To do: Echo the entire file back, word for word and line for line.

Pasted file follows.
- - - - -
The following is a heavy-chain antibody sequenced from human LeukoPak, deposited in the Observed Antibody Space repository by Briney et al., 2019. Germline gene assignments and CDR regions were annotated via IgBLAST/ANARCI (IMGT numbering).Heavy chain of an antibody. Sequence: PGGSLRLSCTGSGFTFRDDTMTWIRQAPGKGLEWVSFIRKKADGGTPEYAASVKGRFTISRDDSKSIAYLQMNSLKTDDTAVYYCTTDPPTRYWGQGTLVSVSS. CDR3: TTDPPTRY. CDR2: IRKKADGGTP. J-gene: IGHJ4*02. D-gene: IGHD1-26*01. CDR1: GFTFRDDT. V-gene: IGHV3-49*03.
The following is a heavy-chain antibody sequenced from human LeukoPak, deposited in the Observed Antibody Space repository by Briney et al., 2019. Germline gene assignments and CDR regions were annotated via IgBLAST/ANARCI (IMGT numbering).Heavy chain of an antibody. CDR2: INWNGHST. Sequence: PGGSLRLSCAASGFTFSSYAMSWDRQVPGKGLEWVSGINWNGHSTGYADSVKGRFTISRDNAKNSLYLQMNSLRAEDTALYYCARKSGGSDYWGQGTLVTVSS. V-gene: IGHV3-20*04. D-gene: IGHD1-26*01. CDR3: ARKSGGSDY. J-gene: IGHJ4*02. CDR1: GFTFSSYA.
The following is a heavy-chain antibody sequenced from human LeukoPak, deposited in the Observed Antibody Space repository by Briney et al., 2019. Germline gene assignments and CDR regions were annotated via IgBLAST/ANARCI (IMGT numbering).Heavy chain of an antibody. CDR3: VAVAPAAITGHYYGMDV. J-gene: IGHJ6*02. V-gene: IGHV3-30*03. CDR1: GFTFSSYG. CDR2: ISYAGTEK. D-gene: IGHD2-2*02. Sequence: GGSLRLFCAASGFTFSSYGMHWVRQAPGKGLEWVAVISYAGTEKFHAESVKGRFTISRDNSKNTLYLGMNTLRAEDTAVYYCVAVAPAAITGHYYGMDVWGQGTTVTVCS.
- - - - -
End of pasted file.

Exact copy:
The following is a heavy-chain antibody sequenced from human LeukoPak, deposited in the Observed Antibody Space repository by Briney et al., 2019. Germline gene assignments and CDR regions were annotated via IgBLAST/ANARCI (IMGT numbering).Heavy chain of an antibody. Sequence: PGGSLRLSCTGSGFTFRDDTMTWIRQAPGKGLEWVSFIRKKADGGTPEYAASVKGRFTISRDDSKSIAYLQMNSLKTDDTAVYYCTTDPPTRYWGQGTLVSVSS. CDR3: TTDPPTRY. CDR2: IRKKADGGTP. J-gene: IGHJ4*02. D-gene: IGHD1-26*01. CDR1: GFTFRDDT. V-gene: IGHV3-49*03.
The following is a heavy-chain antibody sequenced from human LeukoPak, deposited in the Observed Antibody Space repository by Briney et al., 2019. Germline gene assignments and CDR regions were annotated via IgBLAST/ANARCI (IMGT numbering).Heavy chain of an antibody. CDR2: INWNGHST. Sequence: PGGSLRLSCAASGFTFSSYAMSWDRQVPGKGLEWVSGINWNGHSTGYADSVKGRFTISRDNAKNSLYLQMNSLRAEDTALYYCARKSGGSDYWGQGTLVTVSS. V-gene: IGHV3-20*04. D-gene: IGHD1-26*01. CDR3: ARKSGGSDY. J-gene: IGHJ4*02. CDR1: GFTFSSYA.
The following is a heavy-chain antibody sequenced from human LeukoPak, deposited in the Observed Antibody Space repository by Briney et al., 2019. Germline gene assignments and CDR regions were annotated via IgBLAST/ANARCI (IMGT numbering).Heavy chain of an antibody. CDR3: VAVAPAAITGHYYGMDV. J-gene: IGHJ6*02. V-gene: IGHV3-30*03. CDR1: GFTFSSYG. CDR2: ISYAGTEK. D-gene: IGHD2-2*02. Sequence: GGSLRLFCAASGFTFSSYGMHWVRQAPGKGLEWVAVISYAGTEKFHAESVKGRFTISRDNSKNTLYLGMNTLRAEDTAVYYCVAVAPAAITGHYYGMDVWGQGTTVTVCS.